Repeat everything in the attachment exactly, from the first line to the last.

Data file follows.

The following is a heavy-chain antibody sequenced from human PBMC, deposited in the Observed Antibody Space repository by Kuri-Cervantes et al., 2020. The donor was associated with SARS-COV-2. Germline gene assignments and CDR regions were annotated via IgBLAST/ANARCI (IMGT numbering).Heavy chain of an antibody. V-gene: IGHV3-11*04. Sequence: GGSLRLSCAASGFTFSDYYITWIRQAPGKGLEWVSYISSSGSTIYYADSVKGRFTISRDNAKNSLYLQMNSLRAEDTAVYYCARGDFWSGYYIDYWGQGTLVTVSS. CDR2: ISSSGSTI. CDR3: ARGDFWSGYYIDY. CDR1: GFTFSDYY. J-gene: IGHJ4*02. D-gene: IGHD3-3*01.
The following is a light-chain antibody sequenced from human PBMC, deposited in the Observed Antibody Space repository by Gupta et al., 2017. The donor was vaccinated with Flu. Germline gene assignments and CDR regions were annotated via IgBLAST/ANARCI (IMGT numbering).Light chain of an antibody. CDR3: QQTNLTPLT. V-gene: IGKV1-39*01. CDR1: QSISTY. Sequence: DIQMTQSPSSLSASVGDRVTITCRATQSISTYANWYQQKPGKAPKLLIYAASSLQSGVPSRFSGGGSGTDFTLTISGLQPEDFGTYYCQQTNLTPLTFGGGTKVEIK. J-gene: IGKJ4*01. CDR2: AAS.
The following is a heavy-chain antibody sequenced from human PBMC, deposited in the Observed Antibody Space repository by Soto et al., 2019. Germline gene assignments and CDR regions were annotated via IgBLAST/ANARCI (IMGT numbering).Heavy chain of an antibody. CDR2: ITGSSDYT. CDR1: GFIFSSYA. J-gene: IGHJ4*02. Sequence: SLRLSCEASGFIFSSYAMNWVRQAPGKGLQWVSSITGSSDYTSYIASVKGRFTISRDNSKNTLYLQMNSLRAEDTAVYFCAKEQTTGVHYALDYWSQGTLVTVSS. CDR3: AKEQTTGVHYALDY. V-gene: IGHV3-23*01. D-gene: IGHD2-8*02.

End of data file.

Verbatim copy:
The following is a heavy-chain antibody sequenced from human PBMC, deposited in the Observed Antibody Space repository by Kuri-Cervantes et al., 2020. The donor was associated with SARS-COV-2. Germline gene assignments and CDR regions were annotated via IgBLAST/ANARCI (IMGT numbering).Heavy chain of an antibody. V-gene: IGHV3-11*04. Sequence: GGSLRLSCAASGFTFSDYYITWIRQAPGKGLEWVSYISSSGSTIYYADSVKGRFTISRDNAKNSLYLQMNSLRAEDTAVYYCARGDFWSGYYIDYWGQGTLVTVSS. CDR2: ISSSGSTI. CDR3: ARGDFWSGYYIDY. CDR1: GFTFSDYY. J-gene: IGHJ4*02. D-gene: IGHD3-3*01.
The following is a light-chain antibody sequenced from human PBMC, deposited in the Observed Antibody Space repository by Gupta et al., 2017. The donor was vaccinated with Flu. Germline gene assignments and CDR regions were annotated via IgBLAST/ANARCI (IMGT numbering).Light chain of an antibody. CDR3: QQTNLTPLT. V-gene: IGKV1-39*01. CDR1: QSISTY. Sequence: DIQMTQSPSSLSASVGDRVTITCRATQSISTYANWYQQKPGKAPKLLIYAASSLQSGVPSRFSGGGSGTDFTLTISGLQPEDFGTYYCQQTNLTPLTFGGGTKVEIK. J-gene: IGKJ4*01. CDR2: AAS.
The following is a heavy-chain antibody sequenced from human PBMC, deposited in the Observed Antibody Space repository by Soto et al., 2019. Germline gene assignments and CDR regions were annotated via IgBLAST/ANARCI (IMGT numbering).Heavy chain of an antibody. CDR2: ITGSSDYT. CDR1: GFIFSSYA. J-gene: IGHJ4*02. Sequence: SLRLSCEASGFIFSSYAMNWVRQAPGKGLQWVSSITGSSDYTSYIASVKGRFTISRDNSKNTLYLQMNSLRAEDTAVYFCAKEQTTGVHYALDYWSQGTLVTVSS. CDR3: AKEQTTGVHYALDY. V-gene: IGHV3-23*01. D-gene: IGHD2-8*02.